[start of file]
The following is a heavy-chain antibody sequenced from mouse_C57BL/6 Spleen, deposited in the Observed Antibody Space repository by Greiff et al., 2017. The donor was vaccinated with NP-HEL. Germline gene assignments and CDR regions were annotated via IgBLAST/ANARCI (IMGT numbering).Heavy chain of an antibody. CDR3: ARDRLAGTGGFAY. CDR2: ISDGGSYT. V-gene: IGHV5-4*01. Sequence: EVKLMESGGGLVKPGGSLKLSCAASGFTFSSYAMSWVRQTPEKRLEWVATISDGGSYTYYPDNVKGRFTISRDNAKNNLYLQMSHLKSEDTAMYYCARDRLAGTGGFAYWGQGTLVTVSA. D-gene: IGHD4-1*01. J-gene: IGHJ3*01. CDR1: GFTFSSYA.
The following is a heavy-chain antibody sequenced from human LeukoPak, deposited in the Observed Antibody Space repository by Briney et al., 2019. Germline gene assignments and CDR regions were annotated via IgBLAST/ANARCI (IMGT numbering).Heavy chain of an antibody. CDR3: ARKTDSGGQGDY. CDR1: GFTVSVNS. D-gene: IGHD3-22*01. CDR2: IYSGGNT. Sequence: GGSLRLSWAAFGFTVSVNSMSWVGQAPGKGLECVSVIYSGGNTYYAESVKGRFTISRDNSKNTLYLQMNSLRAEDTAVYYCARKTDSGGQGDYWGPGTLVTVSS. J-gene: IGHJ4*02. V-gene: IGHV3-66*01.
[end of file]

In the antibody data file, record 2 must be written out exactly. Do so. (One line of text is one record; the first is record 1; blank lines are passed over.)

The following is a heavy-chain antibody sequenced from human LeukoPak, deposited in the Observed Antibody Space repository by Briney et al., 2019. Germline gene assignments and CDR regions were annotated via IgBLAST/ANARCI (IMGT numbering).Heavy chain of an antibody. CDR3: ARKTDSGGQGDY. CDR1: GFTVSVNS. D-gene: IGHD3-22*01. CDR2: IYSGGNT. Sequence: GGSLRLSWAAFGFTVSVNSMSWVGQAPGKGLECVSVIYSGGNTYYAESVKGRFTISRDNSKNTLYLQMNSLRAEDTAVYYCARKTDSGGQGDYWGPGTLVTVSS. J-gene: IGHJ4*02. V-gene: IGHV3-66*01.